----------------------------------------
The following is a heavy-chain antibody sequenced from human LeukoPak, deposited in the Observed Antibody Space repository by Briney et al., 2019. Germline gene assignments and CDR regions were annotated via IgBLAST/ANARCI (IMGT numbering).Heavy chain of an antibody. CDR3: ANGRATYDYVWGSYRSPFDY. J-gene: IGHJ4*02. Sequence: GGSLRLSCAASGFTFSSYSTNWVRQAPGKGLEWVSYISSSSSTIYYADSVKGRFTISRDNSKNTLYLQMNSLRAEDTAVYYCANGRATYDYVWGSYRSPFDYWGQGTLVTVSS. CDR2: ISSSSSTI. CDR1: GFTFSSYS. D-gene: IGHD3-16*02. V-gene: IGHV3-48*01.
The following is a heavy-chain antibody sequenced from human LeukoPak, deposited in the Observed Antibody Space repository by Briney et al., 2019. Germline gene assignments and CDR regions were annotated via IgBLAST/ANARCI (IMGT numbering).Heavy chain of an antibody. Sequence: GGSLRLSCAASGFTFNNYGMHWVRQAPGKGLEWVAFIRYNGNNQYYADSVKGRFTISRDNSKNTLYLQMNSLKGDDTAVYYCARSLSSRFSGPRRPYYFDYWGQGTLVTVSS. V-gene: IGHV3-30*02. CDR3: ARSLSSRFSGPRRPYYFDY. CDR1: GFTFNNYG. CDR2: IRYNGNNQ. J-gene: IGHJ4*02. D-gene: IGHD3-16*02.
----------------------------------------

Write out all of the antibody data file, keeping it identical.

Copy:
The following is a heavy-chain antibody sequenced from human LeukoPak, deposited in the Observed Antibody Space repository by Briney et al., 2019. Germline gene assignments and CDR regions were annotated via IgBLAST/ANARCI (IMGT numbering).Heavy chain of an antibody. CDR3: ANGRATYDYVWGSYRSPFDY. J-gene: IGHJ4*02. Sequence: GGSLRLSCAASGFTFSSYSTNWVRQAPGKGLEWVSYISSSSSTIYYADSVKGRFTISRDNSKNTLYLQMNSLRAEDTAVYYCANGRATYDYVWGSYRSPFDYWGQGTLVTVSS. CDR2: ISSSSSTI. CDR1: GFTFSSYS. D-gene: IGHD3-16*02. V-gene: IGHV3-48*01.
The following is a heavy-chain antibody sequenced from human LeukoPak, deposited in the Observed Antibody Space repository by Briney et al., 2019. Germline gene assignments and CDR regions were annotated via IgBLAST/ANARCI (IMGT numbering).Heavy chain of an antibody. Sequence: GGSLRLSCAASGFTFNNYGMHWVRQAPGKGLEWVAFIRYNGNNQYYADSVKGRFTISRDNSKNTLYLQMNSLKGDDTAVYYCARSLSSRFSGPRRPYYFDYWGQGTLVTVSS. V-gene: IGHV3-30*02. CDR3: ARSLSSRFSGPRRPYYFDY. CDR1: GFTFNNYG. CDR2: IRYNGNNQ. J-gene: IGHJ4*02. D-gene: IGHD3-16*02.